Confidential information may be placed in an attachment to the main part of your submission, with a request for the committee to keep the attachment confidential.

The committee will consider your request but you need to know that the committee has the authority to publish any submission.

The committee will contact you if the committee wants to publish something you have asked to be kept confidential.

If you are considering making a confidential submission, you should contact the committee secretariat to discuss this before you send us your submission.


  1. Call for LGBT students to be protected against discrimination


Whether you have attended or worked at a religious school or not, everyone should call for the ability of religious schools to discriminate against lesbian, gay, bisexual and transgender students to be abolished.


Labor’s Bill achieves this outcome, because it would remove both of the existing exceptions in the Commonwealth Sex Discrimination Act 1984 which allow religious schools to do exactly that.[i]


In your submission, you should ask for the Sex Discrimination Amendment (Removing Discrimination Against Students) Bill 2018 to be passed urgently, so that all students can learn in a safe and inclusive environment.


  1. Call for LGBT teachers to be protected against discrimination


One thing Labor’s Bill does not do is remove the exceptions in the Sex Discrimination Act which allow religious schools to discriminate against LGBT teachers and other staff.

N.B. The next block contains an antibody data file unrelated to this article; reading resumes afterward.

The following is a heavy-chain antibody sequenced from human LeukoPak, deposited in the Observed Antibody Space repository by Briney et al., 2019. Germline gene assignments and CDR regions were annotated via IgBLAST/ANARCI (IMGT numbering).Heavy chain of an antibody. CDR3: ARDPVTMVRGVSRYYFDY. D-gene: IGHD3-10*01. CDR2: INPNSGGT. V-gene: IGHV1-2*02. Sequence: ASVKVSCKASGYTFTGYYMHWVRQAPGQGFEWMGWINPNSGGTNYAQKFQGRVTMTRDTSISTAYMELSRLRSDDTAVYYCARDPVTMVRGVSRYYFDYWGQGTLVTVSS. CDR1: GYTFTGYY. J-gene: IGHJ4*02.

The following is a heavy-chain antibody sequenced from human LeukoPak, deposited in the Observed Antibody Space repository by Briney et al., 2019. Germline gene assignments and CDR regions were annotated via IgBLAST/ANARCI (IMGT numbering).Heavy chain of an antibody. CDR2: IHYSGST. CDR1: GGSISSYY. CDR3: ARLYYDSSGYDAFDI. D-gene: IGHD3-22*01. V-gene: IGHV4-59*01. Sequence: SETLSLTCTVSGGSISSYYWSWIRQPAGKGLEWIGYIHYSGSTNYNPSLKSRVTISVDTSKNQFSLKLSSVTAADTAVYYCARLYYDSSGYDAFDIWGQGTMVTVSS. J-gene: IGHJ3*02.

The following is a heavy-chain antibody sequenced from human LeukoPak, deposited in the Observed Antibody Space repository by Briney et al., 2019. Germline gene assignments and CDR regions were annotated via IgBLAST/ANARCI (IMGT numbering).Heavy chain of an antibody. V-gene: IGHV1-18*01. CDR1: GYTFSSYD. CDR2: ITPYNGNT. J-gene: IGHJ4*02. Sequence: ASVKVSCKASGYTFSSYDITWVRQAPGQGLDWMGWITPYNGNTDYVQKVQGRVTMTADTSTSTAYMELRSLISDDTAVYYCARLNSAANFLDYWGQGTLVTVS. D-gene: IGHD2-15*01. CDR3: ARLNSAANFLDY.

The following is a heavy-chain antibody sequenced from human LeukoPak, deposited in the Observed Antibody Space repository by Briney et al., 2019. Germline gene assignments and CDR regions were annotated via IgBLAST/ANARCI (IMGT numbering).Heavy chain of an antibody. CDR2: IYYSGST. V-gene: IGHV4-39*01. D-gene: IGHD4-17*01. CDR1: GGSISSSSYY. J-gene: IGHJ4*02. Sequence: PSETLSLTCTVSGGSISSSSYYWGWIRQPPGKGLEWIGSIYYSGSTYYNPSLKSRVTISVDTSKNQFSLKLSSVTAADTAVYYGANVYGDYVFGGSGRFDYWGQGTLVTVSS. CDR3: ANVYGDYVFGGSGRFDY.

This discrimination is also wrong. Teachers should be judged according to the ability to do their jobs, not whether they are heterosexual and cisgender. The billions of dollars of taxpayers’ money that is provided to religious schools each year should not be used to reject teachers and other staff simply for being LGBT.


Most importantly, in order for the classroom to be a truly safe environment for LGBT children, it must be an inclusive one for LGBT adults too.


Employing LGBT teachers means potentially having role models for kids discovering their own sexual orientations or gender identities. On the other hand, if children see teachers being discriminated against just for being lesbian, gay, bisexual or transgender, they will learn the lesson that their school thinks LGBT people are somehow less worthy than other people.


In your submission, you should ask for the Greens amendments to the Sex Discrimination Amendment (Removing Discrimination Against Students) Bill 2018 to be supported. These amendments would remove the exceptions in the Sex Discrimination Act that allow religious schools to discriminate against LGBT teachers and other staff.[ii]


However, you should call for the Parliament to make similar amendments to the Commonwealth Fair Work Act 2009 as well, because that legislation also allows religious schools to adversely treat,[iii] or unfairly dismiss,[iv] teachers because of their sexual orientation.


Finally, you could ask the Parliament to take this opportunity to amend the Fair Work Act to protect transgender and intersex people against adverse treatment and unfair dismissal, because they are currently excluded entirely from these provisions.[v]


  1. Call for the Parliament to reject the Government’s proposed amendments


The Morrison Liberal-National Government has released its own proposed amendments to the Sex Discrimination Amendment (Removing Discrimination Against Students) Bill 2018.


These amendments would allow religious schools to continue to discriminate against LGBT students in three distinct ways.


First, the Government’s amendments would reinstate one of the two current exceptions that allow religious schools to expel or otherwise mistreat students because of their sexual orientation or gender identity.[vi]


Second, the Government’s amendments would insert an entirely new provision allowing religious schools to discriminate against LGBT students as long as it formed part of ‘teaching activity’ – where teaching activity is incredibly broadly defined as ‘any kind of instruction of a student by a person employed or otherwise engaged by an educational institution.’[vii]